Words by Benji Feldheim :: Images by Joseph Vala
moe. :: 11.25.06 :: Chicago Theater :: Chicago, IL
moe. closed out a two night run at The Chicago Theatre with Al Schnier returning to the fray after a bout of tendonitis, picking up like he'd never been away.
The band got to rocking right away with "Tailspin" featuring screaming guitar licks by Chuck Garvey. The band stuck close to the studio versions of songs played with swift shifts in dynamics throughout the first set. One of the better songwriting bands in the scene, it was refreshing to hear them let the stronger elements of their structured material shine.
"Captain America" maintained a steady pace after a quick hello to Chicago. "It" came next with Garvey laying down snaky slide work and warm harmonies with bassist Rob Derhak. They continued with the solemn "Lost Along the Way" which, depending on one's tastes, could be the perfect bathroom/bar break, but halfway in drummer Vinnie Amico kicked up a double-time beat and the energy slowly increased with Schnier taking it home with a fierce solo before a return to the chorus.
Jim Loughlin, who added a gypsy texture with rolling marimba work. Schnier introduced the next song as "one of the songs where the band just jumps right in like a professional rock band." They replayed the end of "Shoot First" then went into the opening harmony of "Down Boy." The slinky, strut rock tune was colored by warbling keyboard bends. "Rise" allowed the band to take their first legit steps away from the more composed sections. Schnier and Garvey traded thick riffs as Loughlin and Amico played heavy rolls. As the guitars shrieked and Derhak's bass rumbled, the drums thundered letting things cool off a bit before dropping the energy low into a drifting, electronic-bleeping ambience. Amico tightened up the rhythm into a heartbeat pattern as the rest of the band put more vigor into the surrounding sounds. Ever the endurance players, the band pushed the jam into the bluesy "Happy Hour Hero" to finish the simple first set.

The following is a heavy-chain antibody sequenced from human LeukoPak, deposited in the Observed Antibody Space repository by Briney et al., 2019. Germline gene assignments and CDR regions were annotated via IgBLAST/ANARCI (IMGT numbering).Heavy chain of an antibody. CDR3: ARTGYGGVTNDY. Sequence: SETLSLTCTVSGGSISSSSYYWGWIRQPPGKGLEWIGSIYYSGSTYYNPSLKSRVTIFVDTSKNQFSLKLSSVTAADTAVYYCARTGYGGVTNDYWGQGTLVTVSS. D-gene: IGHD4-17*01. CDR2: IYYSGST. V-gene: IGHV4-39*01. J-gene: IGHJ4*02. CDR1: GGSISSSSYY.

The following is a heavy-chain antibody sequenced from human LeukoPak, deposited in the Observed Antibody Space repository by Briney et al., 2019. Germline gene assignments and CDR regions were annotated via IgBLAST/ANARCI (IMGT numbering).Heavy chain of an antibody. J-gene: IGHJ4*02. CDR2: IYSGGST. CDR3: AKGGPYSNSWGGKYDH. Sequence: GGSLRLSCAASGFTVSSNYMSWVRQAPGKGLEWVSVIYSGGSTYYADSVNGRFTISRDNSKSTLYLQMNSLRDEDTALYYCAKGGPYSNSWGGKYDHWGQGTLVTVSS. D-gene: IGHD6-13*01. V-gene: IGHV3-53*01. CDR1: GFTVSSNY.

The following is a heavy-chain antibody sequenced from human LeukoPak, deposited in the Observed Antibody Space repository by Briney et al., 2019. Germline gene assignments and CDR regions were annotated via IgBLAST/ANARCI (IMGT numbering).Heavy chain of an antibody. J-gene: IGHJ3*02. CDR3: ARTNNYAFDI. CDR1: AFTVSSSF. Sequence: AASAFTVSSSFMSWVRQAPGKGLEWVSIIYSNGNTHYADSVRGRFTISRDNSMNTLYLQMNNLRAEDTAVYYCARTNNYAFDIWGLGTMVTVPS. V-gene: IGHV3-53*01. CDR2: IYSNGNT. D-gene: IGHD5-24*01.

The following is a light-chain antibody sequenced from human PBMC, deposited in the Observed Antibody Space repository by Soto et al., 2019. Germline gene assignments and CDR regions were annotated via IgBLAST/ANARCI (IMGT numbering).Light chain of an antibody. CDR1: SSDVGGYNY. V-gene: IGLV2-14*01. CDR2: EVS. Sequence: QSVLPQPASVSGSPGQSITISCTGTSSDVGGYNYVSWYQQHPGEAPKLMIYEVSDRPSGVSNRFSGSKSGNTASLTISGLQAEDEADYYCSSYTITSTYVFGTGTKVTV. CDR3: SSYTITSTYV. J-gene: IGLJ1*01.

Midway through "George" the tune developed a warm feel, leaving vast stretches of space between the notes. The band quieted down and stretched out before moving into "Lazarus," which had a dark vibe focused on Garvey's fierce picking. The gentle strokes of "Gone" gave way to the beginning of a long, unruly "Timmy Tucker," where Derhak's thumping bass finally grabbed the spotlight. The song was an absolute monster. After the first few verses, the energy did not wane at all for nearly twenty minutes. The band played a fast reggae jam that segued into a funked out "Big World" that closed the second set.
Schnier said moe. would be back at Lake Chillicothe for next year's Summercamp Festival. After some birthday wishes - including an email sent to Schnier by a fan's mom who claimed to be a bigger moe. fan than her son - the band encored with "BJ Pizza." The pop feel was a change of pace from the rest of the show, especially the falsetto vocals. "Stranger Than Fiction" closed the band's two night run, starting like a strutting marching band and morphing into a sneaky rock tune with heavy slide. The hard rocking capped off a fine night by a band showing enough comfort with their written work to not play forced, aimless jams.
11.25.06 :: Chicago Theatre :: Chicago, IL
1: Tailspin, Captain America, It, Lost Along the Way, Shoot First, Down Boy, Rise > Happy Hour Hero
2: Y.O.Y. > George > Lazarus, Gone, Timmy Tucker > Big World
E: Blue Jeans Pizza, Stranger Than Fiction
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